Off topic: No-show rates for flights that crash: Searching for data
Thread poster: Nadejda Vega Cespedes

Nadejda Vega Cespedes  Identity Verified

Local time: 12:55
Spanish to Russian
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Mar 6, 2008

Dear all,

I remember reading about a study which suggested that planes that crashed or were hijacked tended to have above-average numbers of no-shows. Now I am interested in the details, but all I've been able to find on the Internet is various discussions with no specific reference to the data source. Any chance anybody here knows where to find hard facts on the study itself? Any help will be much appreciated.


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Lawyer-Linguist  Identity Verified
Local time: 11:55
Dutch to English
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Have read the same thing ... Mar 6, 2008

... somewhere.

I can't remember exactly where I read it offhand, but it was definitely about people who allegedly have a premonition that the plane is going to crash and so don't get on-board, or who sometimes even get off after boarding.

Try searching with "premonition" (or a synonym) as one of your search terms, it might help.

[Edited at 2008-03-06 21:12]

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Nesrin  Identity Verified
United Kingdom
Local time: 11:55
English to Arabic
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Fiction Mar 6, 2008

I searched round the internet a bit, found quite a few sites talking of the study, till I found one attributing the study to a James D.L. Staunton.

A further search took me to the following discussion (Snopes is a great site which dispels urban legends):

"I read this one in Stephen King's the stand.
It was said by Glen Batemen *character* that out of all the plane and
train disasters were on average only 66 percent occupied. *His resourse
from a certain auther that wrote a book on this theory* Leading to the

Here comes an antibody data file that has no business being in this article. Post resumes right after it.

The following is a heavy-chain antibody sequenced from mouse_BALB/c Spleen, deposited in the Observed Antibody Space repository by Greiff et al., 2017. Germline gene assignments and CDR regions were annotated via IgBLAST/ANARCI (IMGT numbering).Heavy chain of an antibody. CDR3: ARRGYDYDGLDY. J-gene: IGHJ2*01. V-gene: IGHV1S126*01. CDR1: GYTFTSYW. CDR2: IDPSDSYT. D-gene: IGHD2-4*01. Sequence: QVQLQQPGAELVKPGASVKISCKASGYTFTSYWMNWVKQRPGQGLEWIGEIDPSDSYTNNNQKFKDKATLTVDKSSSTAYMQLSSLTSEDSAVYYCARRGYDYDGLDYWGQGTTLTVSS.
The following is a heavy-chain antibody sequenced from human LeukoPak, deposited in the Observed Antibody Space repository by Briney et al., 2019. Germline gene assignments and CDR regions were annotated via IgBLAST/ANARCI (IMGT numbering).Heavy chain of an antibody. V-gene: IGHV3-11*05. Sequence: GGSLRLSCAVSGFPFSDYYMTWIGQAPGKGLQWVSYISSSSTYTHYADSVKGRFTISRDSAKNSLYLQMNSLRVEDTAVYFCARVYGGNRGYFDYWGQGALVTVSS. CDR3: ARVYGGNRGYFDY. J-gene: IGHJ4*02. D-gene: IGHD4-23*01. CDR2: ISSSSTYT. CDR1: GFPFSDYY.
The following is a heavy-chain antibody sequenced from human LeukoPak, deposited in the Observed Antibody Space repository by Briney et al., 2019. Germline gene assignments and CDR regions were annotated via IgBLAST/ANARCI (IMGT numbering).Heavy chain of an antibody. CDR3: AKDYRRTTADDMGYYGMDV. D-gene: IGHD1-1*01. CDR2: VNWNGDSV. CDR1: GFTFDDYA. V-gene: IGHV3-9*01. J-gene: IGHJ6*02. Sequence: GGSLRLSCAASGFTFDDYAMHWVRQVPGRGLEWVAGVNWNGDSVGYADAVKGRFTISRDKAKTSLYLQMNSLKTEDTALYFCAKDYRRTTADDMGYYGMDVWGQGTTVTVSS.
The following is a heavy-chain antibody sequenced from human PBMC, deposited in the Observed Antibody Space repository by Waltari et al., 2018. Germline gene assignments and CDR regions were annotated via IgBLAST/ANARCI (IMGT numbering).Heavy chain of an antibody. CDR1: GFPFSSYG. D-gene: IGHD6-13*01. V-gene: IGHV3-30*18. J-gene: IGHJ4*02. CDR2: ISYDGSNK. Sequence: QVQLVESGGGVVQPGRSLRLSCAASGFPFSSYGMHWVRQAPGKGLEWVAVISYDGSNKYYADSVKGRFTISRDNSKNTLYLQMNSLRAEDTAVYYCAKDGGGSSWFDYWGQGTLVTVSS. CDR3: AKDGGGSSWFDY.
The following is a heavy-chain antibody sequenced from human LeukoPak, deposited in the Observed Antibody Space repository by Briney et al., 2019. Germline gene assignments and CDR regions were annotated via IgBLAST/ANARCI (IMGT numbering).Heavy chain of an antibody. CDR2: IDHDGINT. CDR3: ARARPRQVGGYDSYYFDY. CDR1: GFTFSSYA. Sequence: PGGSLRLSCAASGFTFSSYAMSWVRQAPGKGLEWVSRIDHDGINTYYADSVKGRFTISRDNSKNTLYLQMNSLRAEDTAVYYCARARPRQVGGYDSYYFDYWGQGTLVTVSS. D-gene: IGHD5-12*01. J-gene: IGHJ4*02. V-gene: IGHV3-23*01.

theory that people have a vague physcic power to predcict such disasters."

"page 536 of the 1991 paperback edition.

The author of the study was a James D.L. Staunton. It was written in 1958. It was published in a sociology journal.

From what I am able to find in searching through Proquest, FirstSearch, and JSTOR Stephen King made the whole thing up. No one named James D.L. Staunton conducted a study on this. No one with the name Staunton, Stanton, or Stunton conducted any studies on plane crashes.

ETA: The only place I can even find the name is on sites dedicated to The Stand.";f=43;t=001140;p=1

[Edited at 2008-03-06 20:39]

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The Misha
Local time: 07:55
Russian to English
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If only such wonderfully gifted people existed! Mar 6, 2008

I'm sure they' be able to apply their wonderful talent to stock market speculations, make a bundle and never again have to worry about flying commercial.

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Nadejda Vega Cespedes  Identity Verified

Local time: 12:55
Spanish to Russian
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Thank you! Mar 6, 2008

Many thanks for your help, dear colleagues.

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